Sarah Weddington, the Texas lawyer who successfully argued the landmark abortion case Roe v. Wade, has died at the age of 76. Susan Hays, a former student who is now running for Texas Agriculture Commissioner, confirmed Weddington’s death, as did a cousin.

The cause of death has not been determined, her cousin, Pete Weddington, said in a statement. 

Hays described Weddington as the “best writing instructor I ever had, and a great mentor.”

Sarah Wheat, a spokesperson for Planned Parenthood of Greater Texas, issued a statement Sunday saying Weddington “grew up at a time when women faced limits and roadblocks in nearly every aspect of their lives.”

“As a young Texas lawyer, she stood fearlessly before the U.S. Supreme Court generating the landmark abortion rights decision that changed the course of history and opened doors for the generations that followed,” Wheat said. “Here in Austin, Sarah graciously shared her time and insights, mentored countless young people, and inspired staff and supporters at events on behalf of Planned Parenthood of Greater Texas. We are all deeply saddened by her loss.”

Attorney Sarah Weddington speaks during a women’s rights rally on Tuesday, June 4, 2013, in Albany, N.Y. Weddington, who at 26 successfully argued the landmark abortion rights case Roe v. Wade before the U.S. Supreme Court, died Sunday, Dec. 26, 2021. She was 76.

Mike Groll / AP

In an essay for Texas Monthly in 2018, Weddington said that when she inteviewed for jobs after graduating from law school at the University of Texas at Austin, she was told “‘Women have to be home to cook dinner for their husbands, and lawyers have to work late, so how could you do both?'” She wrote that she answered, “‘I worked to put my husband through law school, so I guess I’d figure it out.'”

Weddington was just a few years out of law school when she and a former classmate, Linda Coffee, took up a class action case on behalf of Norma McCorvey, a woman who was asking to end her pregnancy. McCorvey filed the lawsuit under the name “Jane Roe.” 

In the 2020 documentary “AKA Jane Roe,” McCorvey said she got invovled with the case after “these two attorneys were looking for a plaintiff to help overturn the Texas abortion laws.” She ultimately gave birth to her third child, a daughter, nearly three years before the final court decision, and gave the baby up for adoption. 

Weddington was just 26 years old in 1971 when she first argued before the Supreme Court, according to the Dallas Morning News. She would argue the case again a year later before the justices in 1973 ruled 7-2 in favor of Roe, overturning abortion laws nationwide.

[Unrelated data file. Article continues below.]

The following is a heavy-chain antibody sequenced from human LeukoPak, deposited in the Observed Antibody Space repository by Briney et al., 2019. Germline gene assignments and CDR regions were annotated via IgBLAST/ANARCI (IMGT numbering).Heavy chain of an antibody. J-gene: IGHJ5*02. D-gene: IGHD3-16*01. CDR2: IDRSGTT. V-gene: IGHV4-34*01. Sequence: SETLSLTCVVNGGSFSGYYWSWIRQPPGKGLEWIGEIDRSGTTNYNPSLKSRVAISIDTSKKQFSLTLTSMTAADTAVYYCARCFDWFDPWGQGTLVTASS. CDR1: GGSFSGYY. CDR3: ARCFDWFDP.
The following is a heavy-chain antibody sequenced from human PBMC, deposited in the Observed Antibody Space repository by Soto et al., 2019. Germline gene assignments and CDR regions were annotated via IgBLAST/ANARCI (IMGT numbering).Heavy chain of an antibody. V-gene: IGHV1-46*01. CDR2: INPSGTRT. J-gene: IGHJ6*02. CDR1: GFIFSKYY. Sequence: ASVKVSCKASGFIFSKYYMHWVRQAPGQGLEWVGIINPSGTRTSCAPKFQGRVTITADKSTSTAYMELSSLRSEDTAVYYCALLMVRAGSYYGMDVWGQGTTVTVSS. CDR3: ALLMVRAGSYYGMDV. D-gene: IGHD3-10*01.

After winning the Roe decision, Weddington ran successfully for the Texas Legislature, and in her first session, she successfully passed a bill reforming Texas’ sexual abuse laws and providing legal protection to rape victims, according to Texas Tribune. She resigned from the legislature in 1977 to become the general counsel of the U.S. Department of Agriculture and went on to become an advisor to former President Jimmy Carter during his administration.

Weddington wrote in Texas Monthly that the senior partner who has said women belong in the kitchen during her job interview was up for a federal judgeship while she worked in the Carter administration. Part of her job was recommending federal judges.

“I did some checking on the firm, and found they still didn’t have a record of hiring both men and women,” Weddington wrote. “I told President Carter that I was holding this man’s possible nomination up, and Carter told me that he would stand by my decision. That man never got to be a federal judge. You need to be open, and act honorably with women as well as males in the workplace. You should be nice to everyone that you meet because you never know when you’ll need that person’s help.” 

Weddington later wrote a book on Roe v. Wade and taught courses at UT and Texas Women’s University on leadership, law and gender discrimination. She also gave speeches and lectures around the country, according to The Associated Press

Weddington’s death comes as the Supreme Court will be hearing arguments on another Texas abortion law, one that bans abortion as soon as six weeks into a pregnancy. 

“I am sure when my obituary is written, the lead paragraph will be about Roe v. Wade,” Weddington said in a 2003 interview with Texas Monthly. “I thought, over a period of time, that the right of a woman to make a decision about what she would do in a particular pregnancy would be accepted — that by this time, the thirtieth anniversary of Roe v. Wade, the controversy over abortion would have gradually faded away like the closing scenes of a movie and we could go on to other issues. I was wrong.”